I fortunately don’t have enough time to properly finish my review of the other music players out there (I may elaborate about why in a different post). So this post will be more of a brain dump about the remaining music players. You’ll have to go to their websites for pretty screenshots.
Audacious – rocking originality
I could keep using Audacious, in fact, I stopped reviewing for a bit and just kept using it. It actually has two interfaces, a more traditional (or more modern?) windowed interface and the Winamp like interface (you can just use one). It is the most minimalistic in some ways, while at the same time is still quite configurable, with just enough graphics touches to not be dull.
It uses the least memory, and it was in the good tier of CPU usage as well. In fact, the one area that it didn’t score great on so far was power usage. The developer contacted me about this and is looking into it. It’s the default music player on Lubuntu (generally considered the lightest Ubuntu derivative) and it is what I would pick given Lubuntu’s requirements.
While it has many plugins to extend it, the plugin interface could use some redesigning with regard to what is presented to the user (at least). It shows the path of the plugins instead of a description by default, which doesn’t make much sense to me. It’s best used by people who like managing their music via playlists, but it does have library functionality.
Clementine – Rediscover your music
It is one of the best players for learning more about the artist you are listening to. Of course the usual artist info and lyrics, but also song information from last.fm and more.
Amazing depth of options when it comes to playing music from online sources. A bunch of preloaded stations.
It is one of the best music players available and (in true KDE style) is insanely feature-full. I would actually turn off features before using it, sometimes they can clutter the interface. The search feature absolutely rocks.
gmusicbrowser – ultimate shape-shifter
Has many, many, many different layout options, I think it has the most of any player I’m going to review. You can customize it to look like you want it to. It has many options for sound output, including streaming. It also has a “Reorganize files and folders button” which I did NOT try, but I know some people want this feature.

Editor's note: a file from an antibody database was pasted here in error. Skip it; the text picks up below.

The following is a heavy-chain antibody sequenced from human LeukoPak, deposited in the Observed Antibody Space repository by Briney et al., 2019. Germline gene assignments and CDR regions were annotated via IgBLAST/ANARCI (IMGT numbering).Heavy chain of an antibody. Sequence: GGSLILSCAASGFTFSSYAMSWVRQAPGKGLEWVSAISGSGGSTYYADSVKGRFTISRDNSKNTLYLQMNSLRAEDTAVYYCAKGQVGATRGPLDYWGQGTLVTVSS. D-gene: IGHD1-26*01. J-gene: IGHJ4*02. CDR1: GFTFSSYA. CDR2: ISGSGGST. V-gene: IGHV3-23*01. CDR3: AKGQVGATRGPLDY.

It is designed to handle big libraries and it shows. Again, it has a great search experience. It can load from multiple folders into one library.
It has all the features you would expect, with one exception – not all of the layouts have volume control, which actually makes a little bit of sense for some of them.
Oh right, and it has this warning on the website;
warning : I use my own mp3/ogg/flac/mpc/ape tag library for reading/writing tags … use at your own risk.
Guayadeque – interesting
The “random” play is an automatically generated playlist. So you can skip through the upcoming random songs if you want. It also has the ability to blacklist songs from being played.
It has good radio and other online music support. It also has fade in and out of songs. Fully configurable, the default is a bit odd for most tastes.
I just don’t like the icons they use, which is my oddest complaint ever. Sorry.
I also had some crashes with it and it scored quite badly on powertop.
The website is a bit odd as well, but it does have screenshots. This doesn’t make my cut of players to recommend trying, but take a look at the screenshots to see if you might find it to be worth trying.
Musique – modern minimalism
It just works, as is, and you have pretty much no options. The benefit of that is it looks really good.
One annoyance is that it informs you when an update is available instead of updating through Ubuntu’s mechanisms (I installed it from Ubuntu’s packages).
Quod Libet – “What Pleases”
A great music player that won one of my previous music player reviews. It offers many different views that make it quite powerful. It really hasn’t changed much since then, it’s still a great player.
Although, gmusicbrowser now has more layouts than Quod Libet. They are definitely competing with each other. Quod Libet is also designed for big libraries and has good support for tagging music.
Rhythmbox – The Default
It’s the default for a reason. It just works. In fact, my wife uses my machine with Rhythmbox to manage her music on her iPod because it works quite well (and Apple iTunes is a hilariously buggy and bloated).
If you haven’t tried Rhythmbox (maybe not using stock Ubuntu), then it definitely is worth a try.
Linux has a lot of great music players available.
So what should you try if you are looking for a new music player? The defaults are always good choices: Rhythmbox, gmusicbrowser, and audacious. Clementine and Quod Libet are my other go to music players. Musique was the most interesting newcomer to me.
But I’m stuck on Windows…
Well then install Ubuntu! Or… Clementine, Quod Libet, Audacious, and Musique (paid on Windows) all have Windows versions, which are great for transitioning someone from Windows to Linux. Transition their programs on Windows first so that when they make the switch they have some familiar programs to use.
So what reviews are next?
I feel like my reviewing of programs in this way is getting a bit outdated, seeing that the Ubuntu Software Center gets you reviews in a much easier format. I prefer doing powertop/memory/performance reviews more anyway… so next time (Ubuntu 14.04 era), I’ll do the top players and look at just those metrics instead.